The study of migrant populations poses unique challenges owing to the mobility of these groups, which may be further complicated by cultural, educational, and linguistic diversity as well as the legal status of their members. These barriers limit the usefulness of both traditional survey sampling methods and routine public health surveillance systems. Since nearly 1 in 7 people in the world is a migrant, appropriate methodological approaches must be designed and implemented to capture health data from populations. This effort is particularly important because migrant populations, in comparison to other populations, typically suffer disparities related to limited access to health care, greater exposure to infectious diseases, more occupational injuries, and fewer positive outcomes for mental health and other health conditions.
This path-breaking handbook is the first to engage with the many unique issues that arise in the study of migrant communities. It offers a comprehensive description of quantitative and qualitative methodologies useful in work with migrant populations. By providing information and practical tools, the editors fill existing gaps in research methods and enhance opportunities to address the health and social disparities migrant populations face in the United States and around the world.
Migration and Health A Research Methods Handbook
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Marc B. Schenker
This book is intended to address a large and growing global health challenge-the health of migrant people around the world. It was written with the belief that the global health community can decrease the substantial health disparities that exist between migrant and nonmigrant populations by recognizing the unique needs of migrant populations and using the right tools to understand and improve their health. The primary goal of the book is to summarize in one reference the many methods available for health research on migrant populations and to address the unique issues involved in conducting research on health among migrants. Our focus in the book is on health outcomes, although the methods are applicable to other outcomes (e.g., economic, environmental, social). A secondary goal of the book is to increase attention to the health disparities and lack of health services available to migrants. Ultimately, we hope that the methods learned and applied will be used in research and public health programs to improve the health and quality of life of migrants around the world.
Existing books on global and public health generally have very little or no discussion of the association between human migration and health; or if they do consider the topic, their review is often limited to a narrow focus, such as the migration of health care workers. Similarly, books on specific diseases and health outcomes (e.g., tuberculosis, AIDS) generally address migration, if it is considered at all, as a cofactor in disease transmission risk and not as a characteristic defining a population at risk for multiple diseases. We believe that if we are to conduct valid research and develop effective intervention programs, migrants need to be viewed as a vulnerable population at risk for multiple diseases and a population needing unique approaches. This would make migrants similar to other vulnerable populations such as certain ethnic groups, women, children, and the elderly.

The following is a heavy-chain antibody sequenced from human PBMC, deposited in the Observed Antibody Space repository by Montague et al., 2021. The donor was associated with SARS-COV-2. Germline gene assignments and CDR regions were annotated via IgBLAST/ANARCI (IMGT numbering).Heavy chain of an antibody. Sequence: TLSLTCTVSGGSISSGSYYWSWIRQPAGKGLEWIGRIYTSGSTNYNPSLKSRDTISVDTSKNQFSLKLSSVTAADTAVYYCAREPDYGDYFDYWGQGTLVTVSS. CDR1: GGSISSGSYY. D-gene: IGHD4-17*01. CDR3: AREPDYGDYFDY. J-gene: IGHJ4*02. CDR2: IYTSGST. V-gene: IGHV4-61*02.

The Magnitude of Global Migration
The largest numbers of international migrants move from developing to developed countries, but a surprisingly large number (over 40%) migrate from one developing to another developing country. Geographically, migration from developing to developed countries is often realized as south-to-north migration and migration from one developing country to another is seen in south-to-south migration. Women represent almost half of global migrants. This is a marked change from a few years ago, when they were a distinct minority of global migrants.
The number of internal migrants (those who move from one region within a country to another region within the same country) dwarfs the global total of transnational migrants. The United Nations estimated that in 2010 there were 740 million internal migrants in the world (UNDP 2009); this number includes mostly internally displaced people and rural-to-urban migration. The number of internal migrants in China alone is nearly as large as the total number of international migrants in the world, and this trend of rural-to-urban internal migration shows no signs of slowing. Since many of the health and health care delivery issues affecting internal migrants are similar to those facing international migrants, and since there are similar considerations in studying these populations, they are considered together in this book.